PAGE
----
The Institute for Supply Management said Friday that its manufacturing index rose to 51.8 last month from 49.5 in February. Any reading above 50 signals growth.
The increase suggests that U.S. factories are adapting to the turmoil abroad, where a stronger dollar and weakening economies in China, Japan and elsewhere have hurt sales. But the details of the survey-based report were somewhat uneven. New orders and production improved, but the measure of employment at manufacturers contracted in a sign that factories are letting workers go.
“Manufacturing activity is stabilizing,” said Joshua Shapiro, chief U.S. economist at the forecaster MFR.
Still, Shapiro noted that “dollar strength and weak growth in many important international markets are going to continue to weigh on U.S. producers, and we expect the recovery in the manufacturing sector in the months ahead to be a muted one.”
The setback in employment meshed with the government jobs report released separately on Friday, which showed that manufacturers shed 29,000 workers in March and 18,000 in February, in an otherwise healthy job market anchored by improving demand for homes, health care and meals at restaurants.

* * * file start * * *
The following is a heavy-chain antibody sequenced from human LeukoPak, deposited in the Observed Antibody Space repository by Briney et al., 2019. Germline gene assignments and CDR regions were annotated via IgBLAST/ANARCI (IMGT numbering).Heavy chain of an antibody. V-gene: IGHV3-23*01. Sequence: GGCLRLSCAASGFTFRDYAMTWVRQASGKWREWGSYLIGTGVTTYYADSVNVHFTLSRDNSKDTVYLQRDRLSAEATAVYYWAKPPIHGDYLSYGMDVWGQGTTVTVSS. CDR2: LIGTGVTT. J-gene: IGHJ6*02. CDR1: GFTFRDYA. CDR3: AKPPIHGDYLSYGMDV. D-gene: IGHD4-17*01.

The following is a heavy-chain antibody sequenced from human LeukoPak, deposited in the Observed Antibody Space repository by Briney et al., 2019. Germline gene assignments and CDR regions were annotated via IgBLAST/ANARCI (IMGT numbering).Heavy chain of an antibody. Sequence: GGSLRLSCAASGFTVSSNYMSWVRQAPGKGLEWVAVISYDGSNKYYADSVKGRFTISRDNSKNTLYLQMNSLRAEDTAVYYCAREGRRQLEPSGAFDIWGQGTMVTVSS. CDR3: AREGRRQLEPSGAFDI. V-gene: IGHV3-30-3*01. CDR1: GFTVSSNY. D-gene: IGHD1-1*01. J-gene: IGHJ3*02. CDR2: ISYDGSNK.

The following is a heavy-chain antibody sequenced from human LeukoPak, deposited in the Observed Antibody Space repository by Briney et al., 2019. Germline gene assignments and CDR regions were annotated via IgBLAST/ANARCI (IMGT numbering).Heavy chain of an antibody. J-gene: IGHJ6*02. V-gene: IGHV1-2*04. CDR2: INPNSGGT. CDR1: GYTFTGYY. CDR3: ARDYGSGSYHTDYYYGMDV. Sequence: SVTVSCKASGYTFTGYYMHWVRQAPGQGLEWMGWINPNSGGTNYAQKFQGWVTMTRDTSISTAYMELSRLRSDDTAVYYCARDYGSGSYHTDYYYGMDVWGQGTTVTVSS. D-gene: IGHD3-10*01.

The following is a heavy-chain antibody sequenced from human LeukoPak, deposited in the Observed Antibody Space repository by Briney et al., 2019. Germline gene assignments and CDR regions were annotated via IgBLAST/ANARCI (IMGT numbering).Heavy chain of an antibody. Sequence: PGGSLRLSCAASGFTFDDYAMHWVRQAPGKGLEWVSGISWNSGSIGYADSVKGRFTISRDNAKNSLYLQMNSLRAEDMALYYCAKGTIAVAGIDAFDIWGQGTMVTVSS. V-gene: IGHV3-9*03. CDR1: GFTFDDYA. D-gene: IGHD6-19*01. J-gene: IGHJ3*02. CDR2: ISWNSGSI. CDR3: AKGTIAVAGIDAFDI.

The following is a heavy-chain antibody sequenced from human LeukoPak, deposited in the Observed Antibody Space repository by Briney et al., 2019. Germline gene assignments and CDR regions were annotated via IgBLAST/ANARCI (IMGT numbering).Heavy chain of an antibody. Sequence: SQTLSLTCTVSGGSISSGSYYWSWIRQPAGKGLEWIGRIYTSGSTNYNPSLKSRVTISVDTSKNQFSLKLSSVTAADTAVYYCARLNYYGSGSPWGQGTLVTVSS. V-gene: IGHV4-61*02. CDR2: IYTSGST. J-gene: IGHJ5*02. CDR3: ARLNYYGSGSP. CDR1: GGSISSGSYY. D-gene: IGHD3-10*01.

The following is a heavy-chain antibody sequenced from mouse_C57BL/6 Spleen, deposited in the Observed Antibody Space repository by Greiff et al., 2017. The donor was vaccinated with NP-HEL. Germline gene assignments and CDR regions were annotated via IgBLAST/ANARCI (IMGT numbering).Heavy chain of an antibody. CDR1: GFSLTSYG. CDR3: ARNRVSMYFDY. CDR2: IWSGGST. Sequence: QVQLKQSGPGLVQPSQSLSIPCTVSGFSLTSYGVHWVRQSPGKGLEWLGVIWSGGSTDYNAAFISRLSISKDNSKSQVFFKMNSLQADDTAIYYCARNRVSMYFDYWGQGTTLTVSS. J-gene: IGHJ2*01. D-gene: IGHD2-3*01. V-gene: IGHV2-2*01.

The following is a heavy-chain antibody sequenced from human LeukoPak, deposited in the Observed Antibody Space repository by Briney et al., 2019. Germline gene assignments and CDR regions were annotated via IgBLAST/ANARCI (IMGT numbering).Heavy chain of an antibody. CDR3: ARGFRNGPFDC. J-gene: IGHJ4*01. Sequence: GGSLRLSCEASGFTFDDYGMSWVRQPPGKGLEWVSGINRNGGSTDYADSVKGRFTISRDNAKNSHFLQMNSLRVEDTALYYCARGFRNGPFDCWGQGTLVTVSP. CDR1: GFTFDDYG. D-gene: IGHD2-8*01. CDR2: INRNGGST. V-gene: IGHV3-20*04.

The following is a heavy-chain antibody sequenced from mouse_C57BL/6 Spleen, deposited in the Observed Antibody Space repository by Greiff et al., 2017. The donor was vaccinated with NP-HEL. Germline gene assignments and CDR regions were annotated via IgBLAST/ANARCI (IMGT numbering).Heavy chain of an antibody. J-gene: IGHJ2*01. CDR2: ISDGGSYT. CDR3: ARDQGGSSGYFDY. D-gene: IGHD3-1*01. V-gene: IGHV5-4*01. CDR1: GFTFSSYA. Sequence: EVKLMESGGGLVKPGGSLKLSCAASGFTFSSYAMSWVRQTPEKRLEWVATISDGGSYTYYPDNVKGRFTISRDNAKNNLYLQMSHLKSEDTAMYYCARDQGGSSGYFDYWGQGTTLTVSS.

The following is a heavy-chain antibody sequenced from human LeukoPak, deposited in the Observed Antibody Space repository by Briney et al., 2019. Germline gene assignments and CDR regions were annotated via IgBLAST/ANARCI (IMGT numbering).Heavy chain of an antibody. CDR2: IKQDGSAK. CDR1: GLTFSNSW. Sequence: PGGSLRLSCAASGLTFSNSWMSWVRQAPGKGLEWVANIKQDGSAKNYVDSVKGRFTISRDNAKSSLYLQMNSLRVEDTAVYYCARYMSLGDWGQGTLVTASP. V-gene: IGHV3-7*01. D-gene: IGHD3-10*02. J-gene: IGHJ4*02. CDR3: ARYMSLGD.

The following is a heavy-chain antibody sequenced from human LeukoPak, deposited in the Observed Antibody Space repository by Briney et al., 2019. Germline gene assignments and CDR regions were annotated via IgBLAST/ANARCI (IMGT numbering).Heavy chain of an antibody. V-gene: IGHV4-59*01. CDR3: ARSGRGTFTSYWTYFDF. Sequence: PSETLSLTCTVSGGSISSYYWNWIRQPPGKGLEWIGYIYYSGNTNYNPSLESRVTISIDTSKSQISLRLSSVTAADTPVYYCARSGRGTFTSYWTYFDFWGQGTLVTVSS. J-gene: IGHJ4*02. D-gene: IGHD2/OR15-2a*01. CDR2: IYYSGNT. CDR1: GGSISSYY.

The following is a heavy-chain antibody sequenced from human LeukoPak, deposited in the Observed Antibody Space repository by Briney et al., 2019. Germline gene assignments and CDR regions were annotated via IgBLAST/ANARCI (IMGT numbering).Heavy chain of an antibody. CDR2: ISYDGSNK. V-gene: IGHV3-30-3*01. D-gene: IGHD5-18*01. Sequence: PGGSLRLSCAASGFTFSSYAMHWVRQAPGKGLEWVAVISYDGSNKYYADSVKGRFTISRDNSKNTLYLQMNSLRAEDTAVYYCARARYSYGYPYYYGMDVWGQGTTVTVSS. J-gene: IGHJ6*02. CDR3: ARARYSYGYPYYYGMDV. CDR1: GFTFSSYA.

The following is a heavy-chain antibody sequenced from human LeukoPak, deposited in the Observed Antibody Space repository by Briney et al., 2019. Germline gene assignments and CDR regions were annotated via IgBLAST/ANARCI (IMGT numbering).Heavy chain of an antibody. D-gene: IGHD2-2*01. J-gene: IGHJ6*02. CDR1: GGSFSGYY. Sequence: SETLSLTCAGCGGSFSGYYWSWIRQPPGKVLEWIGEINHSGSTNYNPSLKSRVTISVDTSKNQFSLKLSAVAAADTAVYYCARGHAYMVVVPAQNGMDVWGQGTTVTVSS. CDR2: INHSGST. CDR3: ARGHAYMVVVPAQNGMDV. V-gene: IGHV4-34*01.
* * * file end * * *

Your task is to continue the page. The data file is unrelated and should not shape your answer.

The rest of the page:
Of the 18 industries in the ISM report, a dozen reported growth. Factories in primary metals, food, electronics and plastics and rubber products, among others, viewed conditions as improving.
Other manufacturing indicators have created a hazy outlook for the sector.
U.S. manufacturing output rose 0.5 percent in January, as auto, furniture and food production advanced, the Federal Reserve reported earlier this month. But the Commerce Department found in a separate report a stiff 2.8 percent decline during February in orders for long-lasting, durable goods.
Falling demand from overseas customers has roiled the manufacturing sector, as the stronger dollar had made American products pricier in foreign markets.
The ISM, a trade group of purchasing managers, surveys about 200 U.S. companies each month.